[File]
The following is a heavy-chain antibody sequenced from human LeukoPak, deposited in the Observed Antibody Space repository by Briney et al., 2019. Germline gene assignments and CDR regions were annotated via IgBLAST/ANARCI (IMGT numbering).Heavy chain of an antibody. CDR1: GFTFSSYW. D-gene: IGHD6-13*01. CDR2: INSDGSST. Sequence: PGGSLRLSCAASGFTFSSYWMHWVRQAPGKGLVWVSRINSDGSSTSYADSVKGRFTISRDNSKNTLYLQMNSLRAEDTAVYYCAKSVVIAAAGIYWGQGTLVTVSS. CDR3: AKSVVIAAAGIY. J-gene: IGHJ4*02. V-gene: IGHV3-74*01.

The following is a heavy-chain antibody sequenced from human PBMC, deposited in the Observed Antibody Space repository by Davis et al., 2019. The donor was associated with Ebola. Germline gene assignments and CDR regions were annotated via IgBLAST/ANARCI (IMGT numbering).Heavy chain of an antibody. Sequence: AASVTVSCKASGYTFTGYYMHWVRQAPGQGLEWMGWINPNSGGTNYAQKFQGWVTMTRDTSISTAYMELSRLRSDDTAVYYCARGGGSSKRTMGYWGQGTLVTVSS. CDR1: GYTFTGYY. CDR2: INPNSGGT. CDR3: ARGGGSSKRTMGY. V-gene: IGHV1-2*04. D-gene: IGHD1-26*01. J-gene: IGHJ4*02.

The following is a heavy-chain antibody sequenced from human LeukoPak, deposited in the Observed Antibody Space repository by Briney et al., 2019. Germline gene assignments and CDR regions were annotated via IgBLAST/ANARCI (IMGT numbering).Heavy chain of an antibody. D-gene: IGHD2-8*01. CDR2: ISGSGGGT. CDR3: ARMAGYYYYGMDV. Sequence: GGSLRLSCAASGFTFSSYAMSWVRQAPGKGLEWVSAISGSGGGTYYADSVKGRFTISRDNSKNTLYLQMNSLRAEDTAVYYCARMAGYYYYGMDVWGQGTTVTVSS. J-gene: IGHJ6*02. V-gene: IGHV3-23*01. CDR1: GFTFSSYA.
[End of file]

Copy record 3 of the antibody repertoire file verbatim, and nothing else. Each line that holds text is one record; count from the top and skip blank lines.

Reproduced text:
The following is a heavy-chain antibody sequenced from human LeukoPak, deposited in the Observed Antibody Space repository by Briney et al., 2019. Germline gene assignments and CDR regions were annotated via IgBLAST/ANARCI (IMGT numbering).Heavy chain of an antibody. D-gene: IGHD2-8*01. CDR2: ISGSGGGT. CDR3: ARMAGYYYYGMDV. Sequence: GGSLRLSCAASGFTFSSYAMSWVRQAPGKGLEWVSAISGSGGGTYYADSVKGRFTISRDNSKNTLYLQMNSLRAEDTAVYYCARMAGYYYYGMDVWGQGTTVTVSS. J-gene: IGHJ6*02. V-gene: IGHV3-23*01. CDR1: GFTFSSYA.